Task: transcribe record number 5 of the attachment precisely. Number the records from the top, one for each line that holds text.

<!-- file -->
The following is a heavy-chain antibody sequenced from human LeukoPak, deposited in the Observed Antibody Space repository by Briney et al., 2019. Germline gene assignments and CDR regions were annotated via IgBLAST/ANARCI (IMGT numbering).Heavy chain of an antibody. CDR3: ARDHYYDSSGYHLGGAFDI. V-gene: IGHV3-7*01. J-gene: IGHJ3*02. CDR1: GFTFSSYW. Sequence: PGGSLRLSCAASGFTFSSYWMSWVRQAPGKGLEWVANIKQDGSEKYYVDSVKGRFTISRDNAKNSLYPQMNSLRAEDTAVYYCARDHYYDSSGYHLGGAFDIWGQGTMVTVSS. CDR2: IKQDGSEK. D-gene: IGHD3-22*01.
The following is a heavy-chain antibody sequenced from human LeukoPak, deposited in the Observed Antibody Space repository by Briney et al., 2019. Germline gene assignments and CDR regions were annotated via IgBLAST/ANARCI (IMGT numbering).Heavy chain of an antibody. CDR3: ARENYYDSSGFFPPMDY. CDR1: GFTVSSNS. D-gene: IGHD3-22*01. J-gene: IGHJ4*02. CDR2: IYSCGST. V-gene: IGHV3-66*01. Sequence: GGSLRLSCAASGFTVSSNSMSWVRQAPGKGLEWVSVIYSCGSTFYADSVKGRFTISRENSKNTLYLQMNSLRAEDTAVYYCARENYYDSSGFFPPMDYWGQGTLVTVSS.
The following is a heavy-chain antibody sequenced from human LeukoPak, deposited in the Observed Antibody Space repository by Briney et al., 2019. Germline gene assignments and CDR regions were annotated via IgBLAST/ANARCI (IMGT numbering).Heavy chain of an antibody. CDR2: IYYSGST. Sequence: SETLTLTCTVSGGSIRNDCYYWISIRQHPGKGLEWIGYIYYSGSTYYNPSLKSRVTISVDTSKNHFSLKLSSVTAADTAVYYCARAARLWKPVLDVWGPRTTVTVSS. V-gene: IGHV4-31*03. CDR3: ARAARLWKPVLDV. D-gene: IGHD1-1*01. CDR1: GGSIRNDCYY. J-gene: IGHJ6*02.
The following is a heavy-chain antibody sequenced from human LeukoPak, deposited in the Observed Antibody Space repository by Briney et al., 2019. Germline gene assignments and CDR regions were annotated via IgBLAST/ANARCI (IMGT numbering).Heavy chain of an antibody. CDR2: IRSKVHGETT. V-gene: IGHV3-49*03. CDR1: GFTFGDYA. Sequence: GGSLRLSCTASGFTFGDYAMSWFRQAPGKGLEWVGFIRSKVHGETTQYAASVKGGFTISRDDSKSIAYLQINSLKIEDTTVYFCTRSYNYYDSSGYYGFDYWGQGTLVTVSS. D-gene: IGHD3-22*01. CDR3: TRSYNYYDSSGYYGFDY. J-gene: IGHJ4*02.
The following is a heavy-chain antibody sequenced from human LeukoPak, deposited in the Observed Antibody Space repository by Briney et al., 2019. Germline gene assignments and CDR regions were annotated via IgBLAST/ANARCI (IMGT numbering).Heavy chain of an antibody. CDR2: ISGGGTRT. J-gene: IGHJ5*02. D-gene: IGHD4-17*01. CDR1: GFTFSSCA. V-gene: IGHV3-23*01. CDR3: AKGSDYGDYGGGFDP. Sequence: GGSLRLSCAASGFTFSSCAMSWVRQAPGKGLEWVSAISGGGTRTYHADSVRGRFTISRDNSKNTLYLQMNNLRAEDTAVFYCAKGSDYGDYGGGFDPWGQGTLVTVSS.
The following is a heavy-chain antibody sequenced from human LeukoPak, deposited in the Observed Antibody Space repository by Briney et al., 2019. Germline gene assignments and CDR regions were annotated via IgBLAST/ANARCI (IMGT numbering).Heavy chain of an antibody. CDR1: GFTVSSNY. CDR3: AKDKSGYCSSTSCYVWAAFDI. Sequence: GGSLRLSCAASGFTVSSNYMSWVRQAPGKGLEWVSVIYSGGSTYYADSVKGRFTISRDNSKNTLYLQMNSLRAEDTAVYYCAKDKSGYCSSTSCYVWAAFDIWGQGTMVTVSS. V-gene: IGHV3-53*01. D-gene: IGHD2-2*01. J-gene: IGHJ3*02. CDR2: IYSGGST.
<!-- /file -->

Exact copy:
The following is a heavy-chain antibody sequenced from human LeukoPak, deposited in the Observed Antibody Space repository by Briney et al., 2019. Germline gene assignments and CDR regions were annotated via IgBLAST/ANARCI (IMGT numbering).Heavy chain of an antibody. CDR2: ISGGGTRT. J-gene: IGHJ5*02. D-gene: IGHD4-17*01. CDR1: GFTFSSCA. V-gene: IGHV3-23*01. CDR3: AKGSDYGDYGGGFDP. Sequence: GGSLRLSCAASGFTFSSCAMSWVRQAPGKGLEWVSAISGGGTRTYHADSVRGRFTISRDNSKNTLYLQMNNLRAEDTAVFYCAKGSDYGDYGGGFDPWGQGTLVTVSS.